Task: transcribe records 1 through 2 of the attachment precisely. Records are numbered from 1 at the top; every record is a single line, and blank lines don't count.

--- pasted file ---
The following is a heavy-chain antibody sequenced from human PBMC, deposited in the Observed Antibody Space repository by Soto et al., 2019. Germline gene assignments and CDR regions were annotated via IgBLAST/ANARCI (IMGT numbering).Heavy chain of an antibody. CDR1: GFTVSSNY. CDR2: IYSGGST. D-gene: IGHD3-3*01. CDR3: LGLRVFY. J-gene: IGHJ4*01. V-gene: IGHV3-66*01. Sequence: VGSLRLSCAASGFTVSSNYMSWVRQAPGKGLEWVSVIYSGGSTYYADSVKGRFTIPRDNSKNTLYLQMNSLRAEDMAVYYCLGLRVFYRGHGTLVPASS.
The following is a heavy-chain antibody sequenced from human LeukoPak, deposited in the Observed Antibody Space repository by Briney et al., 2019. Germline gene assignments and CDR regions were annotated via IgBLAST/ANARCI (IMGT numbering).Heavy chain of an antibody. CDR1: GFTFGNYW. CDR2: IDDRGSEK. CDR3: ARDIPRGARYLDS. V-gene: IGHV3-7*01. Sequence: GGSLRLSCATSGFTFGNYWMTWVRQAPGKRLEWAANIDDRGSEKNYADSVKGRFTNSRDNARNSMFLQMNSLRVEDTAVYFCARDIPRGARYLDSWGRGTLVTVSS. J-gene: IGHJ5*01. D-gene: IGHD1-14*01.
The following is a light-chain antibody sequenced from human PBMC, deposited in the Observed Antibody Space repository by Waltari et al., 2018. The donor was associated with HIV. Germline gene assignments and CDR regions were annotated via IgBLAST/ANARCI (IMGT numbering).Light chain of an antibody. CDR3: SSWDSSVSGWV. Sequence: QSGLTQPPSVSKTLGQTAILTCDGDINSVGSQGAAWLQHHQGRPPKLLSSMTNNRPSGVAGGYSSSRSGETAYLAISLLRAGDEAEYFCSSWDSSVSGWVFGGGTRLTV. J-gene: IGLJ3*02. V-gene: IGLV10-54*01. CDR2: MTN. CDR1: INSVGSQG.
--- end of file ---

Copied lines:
The following is a heavy-chain antibody sequenced from human PBMC, deposited in the Observed Antibody Space repository by Soto et al., 2019. Germline gene assignments and CDR regions were annotated via IgBLAST/ANARCI (IMGT numbering).Heavy chain of an antibody. CDR1: GFTVSSNY. CDR2: IYSGGST. D-gene: IGHD3-3*01. CDR3: LGLRVFY. J-gene: IGHJ4*01. V-gene: IGHV3-66*01. Sequence: VGSLRLSCAASGFTVSSNYMSWVRQAPGKGLEWVSVIYSGGSTYYADSVKGRFTIPRDNSKNTLYLQMNSLRAEDMAVYYCLGLRVFYRGHGTLVPASS.
The following is a heavy-chain antibody sequenced from human LeukoPak, deposited in the Observed Antibody Space repository by Briney et al., 2019. Germline gene assignments and CDR regions were annotated via IgBLAST/ANARCI (IMGT numbering).Heavy chain of an antibody. CDR1: GFTFGNYW. CDR2: IDDRGSEK. CDR3: ARDIPRGARYLDS. V-gene: IGHV3-7*01. Sequence: GGSLRLSCATSGFTFGNYWMTWVRQAPGKRLEWAANIDDRGSEKNYADSVKGRFTNSRDNARNSMFLQMNSLRVEDTAVYFCARDIPRGARYLDSWGRGTLVTVSS. J-gene: IGHJ5*01. D-gene: IGHD1-14*01.